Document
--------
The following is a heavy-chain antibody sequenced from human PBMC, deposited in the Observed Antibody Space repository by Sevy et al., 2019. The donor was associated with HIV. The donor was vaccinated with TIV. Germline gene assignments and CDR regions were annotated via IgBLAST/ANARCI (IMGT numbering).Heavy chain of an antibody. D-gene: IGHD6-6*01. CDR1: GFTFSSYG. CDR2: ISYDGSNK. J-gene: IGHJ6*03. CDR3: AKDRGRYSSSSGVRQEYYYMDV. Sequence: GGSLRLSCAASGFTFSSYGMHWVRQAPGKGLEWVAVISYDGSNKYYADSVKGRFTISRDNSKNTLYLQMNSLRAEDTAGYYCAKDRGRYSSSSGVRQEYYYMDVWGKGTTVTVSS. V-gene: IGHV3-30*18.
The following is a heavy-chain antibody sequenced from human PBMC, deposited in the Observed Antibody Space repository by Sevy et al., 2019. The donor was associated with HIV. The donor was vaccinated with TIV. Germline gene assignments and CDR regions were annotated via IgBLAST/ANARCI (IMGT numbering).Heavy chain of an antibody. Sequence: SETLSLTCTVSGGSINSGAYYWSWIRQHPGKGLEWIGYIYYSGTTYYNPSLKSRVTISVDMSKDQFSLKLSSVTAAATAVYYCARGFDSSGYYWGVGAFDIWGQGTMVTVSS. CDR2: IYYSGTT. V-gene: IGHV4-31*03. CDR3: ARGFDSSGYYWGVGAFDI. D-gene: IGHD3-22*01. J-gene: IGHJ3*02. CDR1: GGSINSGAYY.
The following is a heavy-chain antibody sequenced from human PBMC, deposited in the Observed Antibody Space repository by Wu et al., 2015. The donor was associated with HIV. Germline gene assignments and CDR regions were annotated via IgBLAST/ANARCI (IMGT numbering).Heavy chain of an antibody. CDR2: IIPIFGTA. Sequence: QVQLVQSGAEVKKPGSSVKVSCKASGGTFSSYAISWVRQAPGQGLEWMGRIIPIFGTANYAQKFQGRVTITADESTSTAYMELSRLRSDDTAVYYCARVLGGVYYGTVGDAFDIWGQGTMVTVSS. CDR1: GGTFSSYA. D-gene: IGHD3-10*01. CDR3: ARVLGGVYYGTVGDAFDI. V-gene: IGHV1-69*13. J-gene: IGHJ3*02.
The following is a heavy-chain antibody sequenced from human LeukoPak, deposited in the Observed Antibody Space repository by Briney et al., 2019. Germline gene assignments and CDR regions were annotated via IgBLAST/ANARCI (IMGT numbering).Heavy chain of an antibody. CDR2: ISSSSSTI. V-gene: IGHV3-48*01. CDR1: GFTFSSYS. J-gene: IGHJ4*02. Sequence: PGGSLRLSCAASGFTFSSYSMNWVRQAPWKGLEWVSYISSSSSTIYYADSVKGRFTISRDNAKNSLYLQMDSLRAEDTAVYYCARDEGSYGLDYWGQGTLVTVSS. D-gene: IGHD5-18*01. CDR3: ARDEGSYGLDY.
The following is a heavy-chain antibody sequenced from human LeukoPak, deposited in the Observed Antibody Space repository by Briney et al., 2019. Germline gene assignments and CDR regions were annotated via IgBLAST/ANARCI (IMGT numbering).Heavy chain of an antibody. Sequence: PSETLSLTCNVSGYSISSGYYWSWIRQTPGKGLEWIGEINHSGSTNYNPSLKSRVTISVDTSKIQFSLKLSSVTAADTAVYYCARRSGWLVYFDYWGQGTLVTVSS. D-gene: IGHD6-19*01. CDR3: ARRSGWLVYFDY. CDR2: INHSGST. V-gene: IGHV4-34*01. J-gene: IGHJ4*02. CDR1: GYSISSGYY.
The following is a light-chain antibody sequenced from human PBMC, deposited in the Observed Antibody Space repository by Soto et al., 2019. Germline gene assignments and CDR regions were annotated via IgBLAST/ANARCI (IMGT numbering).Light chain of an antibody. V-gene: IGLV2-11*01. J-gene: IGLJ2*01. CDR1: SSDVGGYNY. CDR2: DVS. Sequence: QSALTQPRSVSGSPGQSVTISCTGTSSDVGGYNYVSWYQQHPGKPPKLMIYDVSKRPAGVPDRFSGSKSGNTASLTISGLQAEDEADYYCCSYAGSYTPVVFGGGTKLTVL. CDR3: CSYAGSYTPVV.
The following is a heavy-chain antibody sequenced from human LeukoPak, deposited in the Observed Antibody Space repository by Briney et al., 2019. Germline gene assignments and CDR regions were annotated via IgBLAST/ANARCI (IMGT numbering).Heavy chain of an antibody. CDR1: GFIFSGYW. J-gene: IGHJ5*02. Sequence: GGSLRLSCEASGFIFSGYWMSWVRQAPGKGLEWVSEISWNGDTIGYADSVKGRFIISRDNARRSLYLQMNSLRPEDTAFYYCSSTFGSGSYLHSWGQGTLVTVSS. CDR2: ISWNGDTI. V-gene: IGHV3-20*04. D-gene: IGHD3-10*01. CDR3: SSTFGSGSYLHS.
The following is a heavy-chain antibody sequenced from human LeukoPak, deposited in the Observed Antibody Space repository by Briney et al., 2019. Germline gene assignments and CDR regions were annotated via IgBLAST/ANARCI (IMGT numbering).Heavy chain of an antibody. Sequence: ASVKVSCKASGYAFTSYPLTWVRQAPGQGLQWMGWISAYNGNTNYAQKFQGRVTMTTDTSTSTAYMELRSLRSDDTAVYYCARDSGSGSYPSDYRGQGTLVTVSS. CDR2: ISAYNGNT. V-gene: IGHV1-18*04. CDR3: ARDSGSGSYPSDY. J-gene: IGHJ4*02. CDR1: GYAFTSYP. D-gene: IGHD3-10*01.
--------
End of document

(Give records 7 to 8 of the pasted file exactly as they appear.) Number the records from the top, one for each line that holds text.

The following is a heavy-chain antibody sequenced from human LeukoPak, deposited in the Observed Antibody Space repository by Briney et al., 2019. Germline gene assignments and CDR regions were annotated via IgBLAST/ANARCI (IMGT numbering).Heavy chain of an antibody. CDR1: GFIFSGYW. J-gene: IGHJ5*02. Sequence: GGSLRLSCEASGFIFSGYWMSWVRQAPGKGLEWVSEISWNGDTIGYADSVKGRFIISRDNARRSLYLQMNSLRPEDTAFYYCSSTFGSGSYLHSWGQGTLVTVSS. CDR2: ISWNGDTI. V-gene: IGHV3-20*04. D-gene: IGHD3-10*01. CDR3: SSTFGSGSYLHS.
The following is a heavy-chain antibody sequenced from human LeukoPak, deposited in the Observed Antibody Space repository by Briney et al., 2019. Germline gene assignments and CDR regions were annotated via IgBLAST/ANARCI (IMGT numbering).Heavy chain of an antibody. Sequence: ASVKVSCKASGYAFTSYPLTWVRQAPGQGLQWMGWISAYNGNTNYAQKFQGRVTMTTDTSTSTAYMELRSLRSDDTAVYYCARDSGSGSYPSDYRGQGTLVTVSS. CDR2: ISAYNGNT. V-gene: IGHV1-18*04. CDR3: ARDSGSGSYPSDY. J-gene: IGHJ4*02. CDR1: GYAFTSYP. D-gene: IGHD3-10*01.